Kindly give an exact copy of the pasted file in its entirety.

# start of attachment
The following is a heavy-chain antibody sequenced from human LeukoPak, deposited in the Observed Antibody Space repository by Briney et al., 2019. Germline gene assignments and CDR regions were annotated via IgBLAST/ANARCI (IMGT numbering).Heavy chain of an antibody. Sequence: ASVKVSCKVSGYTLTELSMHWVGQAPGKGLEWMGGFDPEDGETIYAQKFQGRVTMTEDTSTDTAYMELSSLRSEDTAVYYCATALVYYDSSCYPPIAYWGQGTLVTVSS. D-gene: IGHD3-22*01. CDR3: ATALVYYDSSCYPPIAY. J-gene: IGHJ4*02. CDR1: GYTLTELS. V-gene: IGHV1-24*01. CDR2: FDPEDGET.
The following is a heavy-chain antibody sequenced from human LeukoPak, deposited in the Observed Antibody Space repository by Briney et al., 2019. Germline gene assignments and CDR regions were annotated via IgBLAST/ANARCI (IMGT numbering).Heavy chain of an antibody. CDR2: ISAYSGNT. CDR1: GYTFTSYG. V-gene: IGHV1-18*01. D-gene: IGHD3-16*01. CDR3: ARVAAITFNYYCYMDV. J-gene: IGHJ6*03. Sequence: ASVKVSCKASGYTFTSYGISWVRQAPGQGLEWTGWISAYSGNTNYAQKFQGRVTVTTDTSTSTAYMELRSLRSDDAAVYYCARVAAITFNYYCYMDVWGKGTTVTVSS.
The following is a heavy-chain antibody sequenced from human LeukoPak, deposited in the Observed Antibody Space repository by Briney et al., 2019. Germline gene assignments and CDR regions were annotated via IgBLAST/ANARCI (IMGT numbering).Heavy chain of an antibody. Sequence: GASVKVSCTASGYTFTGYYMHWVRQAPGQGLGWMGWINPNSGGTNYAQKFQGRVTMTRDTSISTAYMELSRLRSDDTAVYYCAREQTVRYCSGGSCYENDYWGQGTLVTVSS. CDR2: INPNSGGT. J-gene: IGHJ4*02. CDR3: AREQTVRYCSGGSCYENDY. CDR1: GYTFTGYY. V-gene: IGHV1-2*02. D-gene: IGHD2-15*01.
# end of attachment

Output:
The following is a heavy-chain antibody sequenced from human LeukoPak, deposited in the Observed Antibody Space repository by Briney et al., 2019. Germline gene assignments and CDR regions were annotated via IgBLAST/ANARCI (IMGT numbering).Heavy chain of an antibody. Sequence: ASVKVSCKVSGYTLTELSMHWVGQAPGKGLEWMGGFDPEDGETIYAQKFQGRVTMTEDTSTDTAYMELSSLRSEDTAVYYCATALVYYDSSCYPPIAYWGQGTLVTVSS. D-gene: IGHD3-22*01. CDR3: ATALVYYDSSCYPPIAY. J-gene: IGHJ4*02. CDR1: GYTLTELS. V-gene: IGHV1-24*01. CDR2: FDPEDGET.
The following is a heavy-chain antibody sequenced from human LeukoPak, deposited in the Observed Antibody Space repository by Briney et al., 2019. Germline gene assignments and CDR regions were annotated via IgBLAST/ANARCI (IMGT numbering).Heavy chain of an antibody. CDR2: ISAYSGNT. CDR1: GYTFTSYG. V-gene: IGHV1-18*01. D-gene: IGHD3-16*01. CDR3: ARVAAITFNYYCYMDV. J-gene: IGHJ6*03. Sequence: ASVKVSCKASGYTFTSYGISWVRQAPGQGLEWTGWISAYSGNTNYAQKFQGRVTVTTDTSTSTAYMELRSLRSDDAAVYYCARVAAITFNYYCYMDVWGKGTTVTVSS.
The following is a heavy-chain antibody sequenced from human LeukoPak, deposited in the Observed Antibody Space repository by Briney et al., 2019. Germline gene assignments and CDR regions were annotated via IgBLAST/ANARCI (IMGT numbering).Heavy chain of an antibody. Sequence: GASVKVSCTASGYTFTGYYMHWVRQAPGQGLGWMGWINPNSGGTNYAQKFQGRVTMTRDTSISTAYMELSRLRSDDTAVYYCAREQTVRYCSGGSCYENDYWGQGTLVTVSS. CDR2: INPNSGGT. J-gene: IGHJ4*02. CDR3: AREQTVRYCSGGSCYENDY. CDR1: GYTFTGYY. V-gene: IGHV1-2*02. D-gene: IGHD2-15*01.